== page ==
Young Croydon football fans with learning disabilities face an uncertain future as funding for a specialist access programme ends in December, now Crystal Palace’s coach is urging support for their fundraising campaign.
Palace’s first team coach, John Solako, has backed the fundraising campaign by the Crystal Palace Football Club (CPFC) Foundation to not just keep the coaching programme open, but to expand it over the next three years.
Mr Solako, a CPFC Foundation ambassador, has given the campaign for the Learning Disability project a ringing endorsement.
He said: “The Crystal Palace FC Foundation are great at providing tailored opportunities for participants that often get overlooked.
“The Disability programme is set up to give everyone equal chance of playing football and experiencing the unique benefits sport can offer.
“These coaching sessions are the highlight of our participants’ week and it is our job to ensure the sustainability of these programmes and continue our commitment to making football representative of all.”
CPFC Foundation is a self-financing registered charity run completely independently of the parent football club and relies on the financial support of the community.
An initial target of £5,000 was set but the figure is still some way from being achieved before Friday’s deadline.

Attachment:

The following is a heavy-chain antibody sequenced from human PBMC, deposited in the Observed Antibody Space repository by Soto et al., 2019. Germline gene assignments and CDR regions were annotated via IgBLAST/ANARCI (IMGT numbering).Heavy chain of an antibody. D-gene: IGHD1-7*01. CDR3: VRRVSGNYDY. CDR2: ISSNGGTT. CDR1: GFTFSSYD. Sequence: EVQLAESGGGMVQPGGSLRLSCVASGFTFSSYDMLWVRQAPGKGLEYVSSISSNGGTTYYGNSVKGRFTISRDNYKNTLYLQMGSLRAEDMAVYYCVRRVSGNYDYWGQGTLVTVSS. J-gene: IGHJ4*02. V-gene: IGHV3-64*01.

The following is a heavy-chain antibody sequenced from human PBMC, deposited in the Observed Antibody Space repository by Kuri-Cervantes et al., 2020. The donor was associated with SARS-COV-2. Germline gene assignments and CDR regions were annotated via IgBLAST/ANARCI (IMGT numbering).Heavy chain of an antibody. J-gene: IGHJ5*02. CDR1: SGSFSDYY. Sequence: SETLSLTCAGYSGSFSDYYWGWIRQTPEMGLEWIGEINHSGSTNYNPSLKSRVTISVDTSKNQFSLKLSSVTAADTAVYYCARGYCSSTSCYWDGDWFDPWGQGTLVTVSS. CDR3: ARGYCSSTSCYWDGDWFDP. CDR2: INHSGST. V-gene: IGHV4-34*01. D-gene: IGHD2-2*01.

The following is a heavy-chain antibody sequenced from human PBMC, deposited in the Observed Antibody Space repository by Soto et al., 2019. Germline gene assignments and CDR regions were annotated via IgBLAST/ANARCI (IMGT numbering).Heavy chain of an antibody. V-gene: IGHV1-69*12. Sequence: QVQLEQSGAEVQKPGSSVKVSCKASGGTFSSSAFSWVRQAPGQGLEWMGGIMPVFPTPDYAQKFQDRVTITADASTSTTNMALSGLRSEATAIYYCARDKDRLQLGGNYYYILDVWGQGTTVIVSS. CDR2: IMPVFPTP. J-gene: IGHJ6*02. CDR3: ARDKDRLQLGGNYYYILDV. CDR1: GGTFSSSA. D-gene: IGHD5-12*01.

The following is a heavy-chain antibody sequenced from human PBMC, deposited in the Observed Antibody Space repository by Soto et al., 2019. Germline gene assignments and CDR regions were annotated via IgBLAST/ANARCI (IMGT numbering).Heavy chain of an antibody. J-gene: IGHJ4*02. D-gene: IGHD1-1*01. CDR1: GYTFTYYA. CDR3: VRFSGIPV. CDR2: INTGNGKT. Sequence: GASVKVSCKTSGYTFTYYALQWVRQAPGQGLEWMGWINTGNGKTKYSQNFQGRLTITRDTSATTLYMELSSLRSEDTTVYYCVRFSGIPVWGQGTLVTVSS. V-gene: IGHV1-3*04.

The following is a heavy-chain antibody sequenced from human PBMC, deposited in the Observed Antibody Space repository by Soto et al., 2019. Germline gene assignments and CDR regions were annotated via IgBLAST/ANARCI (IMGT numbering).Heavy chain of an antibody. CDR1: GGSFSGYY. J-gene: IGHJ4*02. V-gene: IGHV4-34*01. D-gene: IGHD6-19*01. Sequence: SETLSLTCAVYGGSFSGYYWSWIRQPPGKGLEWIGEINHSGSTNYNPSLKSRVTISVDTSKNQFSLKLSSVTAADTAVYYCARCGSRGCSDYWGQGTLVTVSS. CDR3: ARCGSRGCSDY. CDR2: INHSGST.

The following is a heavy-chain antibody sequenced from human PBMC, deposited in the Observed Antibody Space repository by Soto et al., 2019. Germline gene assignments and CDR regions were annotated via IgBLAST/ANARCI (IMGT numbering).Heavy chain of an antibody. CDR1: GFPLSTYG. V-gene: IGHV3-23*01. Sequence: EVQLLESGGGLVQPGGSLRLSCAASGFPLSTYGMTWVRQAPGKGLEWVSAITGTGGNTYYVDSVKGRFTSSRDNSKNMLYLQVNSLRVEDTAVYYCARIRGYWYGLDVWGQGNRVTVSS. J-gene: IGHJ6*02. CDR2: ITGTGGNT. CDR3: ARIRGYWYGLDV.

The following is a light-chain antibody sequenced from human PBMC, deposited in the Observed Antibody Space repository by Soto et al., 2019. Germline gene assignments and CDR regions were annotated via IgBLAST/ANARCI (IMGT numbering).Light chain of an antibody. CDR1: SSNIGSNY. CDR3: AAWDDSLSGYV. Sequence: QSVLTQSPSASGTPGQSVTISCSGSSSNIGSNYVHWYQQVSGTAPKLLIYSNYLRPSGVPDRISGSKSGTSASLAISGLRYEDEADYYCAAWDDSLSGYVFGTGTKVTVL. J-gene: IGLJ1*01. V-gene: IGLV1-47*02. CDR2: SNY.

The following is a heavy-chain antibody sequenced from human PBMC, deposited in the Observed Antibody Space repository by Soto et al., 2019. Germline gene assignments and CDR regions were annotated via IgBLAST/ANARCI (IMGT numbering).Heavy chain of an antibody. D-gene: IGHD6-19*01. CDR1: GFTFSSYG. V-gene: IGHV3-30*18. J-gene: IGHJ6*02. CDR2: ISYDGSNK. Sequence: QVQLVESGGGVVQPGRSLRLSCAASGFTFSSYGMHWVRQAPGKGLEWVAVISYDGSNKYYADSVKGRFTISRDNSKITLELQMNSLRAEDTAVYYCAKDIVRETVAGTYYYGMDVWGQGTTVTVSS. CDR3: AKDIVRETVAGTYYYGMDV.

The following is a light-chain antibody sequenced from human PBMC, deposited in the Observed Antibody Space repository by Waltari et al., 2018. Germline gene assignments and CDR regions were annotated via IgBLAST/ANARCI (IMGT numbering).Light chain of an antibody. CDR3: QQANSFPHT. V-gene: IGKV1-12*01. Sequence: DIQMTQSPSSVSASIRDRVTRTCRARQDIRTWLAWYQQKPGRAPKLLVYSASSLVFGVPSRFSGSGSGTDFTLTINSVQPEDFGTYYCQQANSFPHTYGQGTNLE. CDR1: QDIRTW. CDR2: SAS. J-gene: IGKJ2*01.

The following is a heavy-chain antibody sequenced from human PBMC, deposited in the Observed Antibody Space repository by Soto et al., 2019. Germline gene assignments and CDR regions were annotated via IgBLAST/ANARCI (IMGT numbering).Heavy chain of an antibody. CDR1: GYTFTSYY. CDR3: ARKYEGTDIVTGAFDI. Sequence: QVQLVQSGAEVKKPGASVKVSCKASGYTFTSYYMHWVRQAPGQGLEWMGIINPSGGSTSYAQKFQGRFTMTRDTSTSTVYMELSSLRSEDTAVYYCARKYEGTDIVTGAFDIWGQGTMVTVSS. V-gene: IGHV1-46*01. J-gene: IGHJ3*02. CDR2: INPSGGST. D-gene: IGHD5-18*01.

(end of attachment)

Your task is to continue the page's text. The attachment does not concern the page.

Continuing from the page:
Lead disability officer, Michael Harrington, is at the forefront of establishing disability sports provision at the CPFC Foundation and stressed the necessity for funds to maintain and develop the beneficial scheme.
He said: “The benefits of the project are multiple. It enables people from a very marginalised area of our society the chance to participate in and enjoy sport in a fun and safe environment.
“It gives them a real opportunity to feel part of the community – a lot of these people are denied the opportunity to have active lives. The sessions allow these people to leave with a smile on their faces.”
During sessions players of varying ages and ability levels are taken through various exercises by CPFC Foundation professional coaches
At an hour long session at Waddon Leisure Centre the enjoyment on the players’ faces was clearly visible as they practised their premier skills.
However one young woman, Kimberly, sat alone on a school bench looking outwardly detached from her surroundings.
Her support worker, Julius, was happy for her sit out, emphasising that her attendance alone was extremely positive.
He said that it had taken several months to provide Kimberley with the encouragement to attend, as can be quite common with people with learning difficulties.
“The things that for us seem insignificant, for them is a big step sometimes”, Julius said.
“Even the smallest achievements can give them great satisfaction.”
Towards the end of the session a huge grin emerged across her face as she clutched a ball in her arms. This seemingly small form of engagement was a real encouragement for her support worker.
Funds will enable more people with learning disabilities in and around Croydon to have access to the enjoyment and benefits of the game of football.
You can give a donation for the CPFC Foundation by visiting its Crowdfunder website here.